Self-Publishing and Women’s Fiction, Hot Topics in International Writer’s Conference in Italy

As my friends in Rome know, I left town on September 24 to attend a very special writer’s conference held in the South of Italy, in beautiful Matera – now just nominated European Culture Capital for 2019. Self-publishing was amply discussed and we had several self-published stars, including Bella André and Tina Folsom, major editors from big US and Italian publishing houses, publishing gurus like Jane Friedman and David Gaughran, and literary agents from the US, UK and Italy. Here’s the article I wrote about it for Publishing Perspectives, just published today:

Italian Writing Festival Takes Women, Self-Publishing Seriously


Women's Fiction Festival
By Claude Nougat

After eleven years of uninterrupted success, the Women’s Fiction Festival in Matera – four days at the end of September, it closed on the 28th – has proven once again that it is unique in Europe.  It combines the best of American writers’ conferences and Italian literary events, drawing together the business side of publishing —literary agents, editors, translators and publishing gurus — with the creative side, both established writers and newbies, coming from Europe and America. And it manages to do this without turning into a mega, unmanageable event.
This year it was sold out. But it meant that only about one hundred lucky few made it, and for aspiring writers, it was a perfect occasion to pitch their work at agents and editors coming from the US, the UK and of course Italy.Small size is just one of the keys of the Festival’s success. The other is Matera itself, a UNESCO World Heritage site in Southern Italy, famous for its “sassi,” hundreds of cave dwellings. Some have even been turned into charming hotels though the “modern” town with its baroque churches and palaces may prove more comfortable to the less adventurous. The Festival is held in a highly suggestive environment, “Le Monacelle”, an ex-convent dating to the 16th century and restored in 2000. And that is surely yet another reason for success. The convent’s numerous reception rooms are all open to Festival participants, including a cloistered patio and a vast terrace with a fantastic view over the old town. A magic place! So much so that it has just been named by the European Commission to be “Europe’s Cultural Capital” in 2019, beating all sorts of other rival Italian towns, including Lecce and Perugia.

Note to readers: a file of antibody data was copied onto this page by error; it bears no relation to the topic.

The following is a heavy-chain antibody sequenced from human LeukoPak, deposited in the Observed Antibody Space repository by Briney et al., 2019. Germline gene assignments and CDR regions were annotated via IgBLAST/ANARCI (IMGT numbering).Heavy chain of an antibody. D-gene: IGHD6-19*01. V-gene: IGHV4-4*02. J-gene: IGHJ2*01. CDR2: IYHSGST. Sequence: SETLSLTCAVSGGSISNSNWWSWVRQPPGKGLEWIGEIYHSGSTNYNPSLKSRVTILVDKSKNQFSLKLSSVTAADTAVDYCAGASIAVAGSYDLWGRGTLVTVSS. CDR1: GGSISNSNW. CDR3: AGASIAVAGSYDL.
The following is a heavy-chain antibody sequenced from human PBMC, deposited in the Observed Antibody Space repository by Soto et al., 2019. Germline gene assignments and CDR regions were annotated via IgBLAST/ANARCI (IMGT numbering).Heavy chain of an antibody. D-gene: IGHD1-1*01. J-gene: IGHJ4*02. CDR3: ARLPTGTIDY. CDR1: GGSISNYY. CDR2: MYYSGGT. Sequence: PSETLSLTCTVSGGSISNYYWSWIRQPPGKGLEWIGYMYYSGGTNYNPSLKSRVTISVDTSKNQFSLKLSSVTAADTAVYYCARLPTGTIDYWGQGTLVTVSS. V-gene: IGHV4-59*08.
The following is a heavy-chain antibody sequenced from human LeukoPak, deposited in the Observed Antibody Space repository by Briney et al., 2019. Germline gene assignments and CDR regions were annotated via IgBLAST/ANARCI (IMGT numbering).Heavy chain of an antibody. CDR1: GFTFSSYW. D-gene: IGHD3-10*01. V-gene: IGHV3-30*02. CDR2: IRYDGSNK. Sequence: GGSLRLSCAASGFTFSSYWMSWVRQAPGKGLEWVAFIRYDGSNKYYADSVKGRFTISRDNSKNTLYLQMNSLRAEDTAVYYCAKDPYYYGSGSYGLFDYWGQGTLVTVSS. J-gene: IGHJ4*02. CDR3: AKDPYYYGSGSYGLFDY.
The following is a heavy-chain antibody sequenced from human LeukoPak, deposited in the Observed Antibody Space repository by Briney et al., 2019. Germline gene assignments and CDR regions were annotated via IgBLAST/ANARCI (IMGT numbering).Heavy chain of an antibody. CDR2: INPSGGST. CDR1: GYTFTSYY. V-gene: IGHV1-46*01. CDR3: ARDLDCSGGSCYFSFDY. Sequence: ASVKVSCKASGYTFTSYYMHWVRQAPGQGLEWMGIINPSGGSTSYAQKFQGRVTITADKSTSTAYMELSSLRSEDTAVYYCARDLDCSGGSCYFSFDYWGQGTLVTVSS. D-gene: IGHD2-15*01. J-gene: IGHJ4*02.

From left, David Gaughran, Ann Colette, Jane Friedman, Monique Patterson of St Martin's Press, Elizabeth Jennings

From left, David Gaughran, Ann Colette, Jane Friedman, Monique Patterson of St Martin’s Press, Elizabeth Jennings

A Festival Born out of Friendship

What however makes the difference is the original “business model” followed by the Festival. First conceived as a writers’ retreat, it quickly morphed into a sui generis conference. It all began with a “telephonic friendship” between author Elizabeth Jennings who lived in Matera and Maria Paola Romeo who was then editorial director at Harlequin Mondadori in Milan. As Elizabeth Jennings explains it, they were “chatting and talking about establishing a writer’s retreat in Matera, which is quite beautiful and quite conducive to writing.” But in so doing, they both brought their experience and contacts to bear with the result that Matera turned into a special meeting place for the literati on both sides of the Atlantic, something truly unique.

Elizabeth Jennings is a successful romantic suspense author who constantly travels to the US, attending major writers’ conferences. Maria Paola Romeo has moved on from Mondadori and has become one of the most successful literary agents in Italy and now founder of a fast-growing digital publishing house Emma Books focused on women’s literature in both English and Italian.

The rest on Publishing Perspectives, click here.

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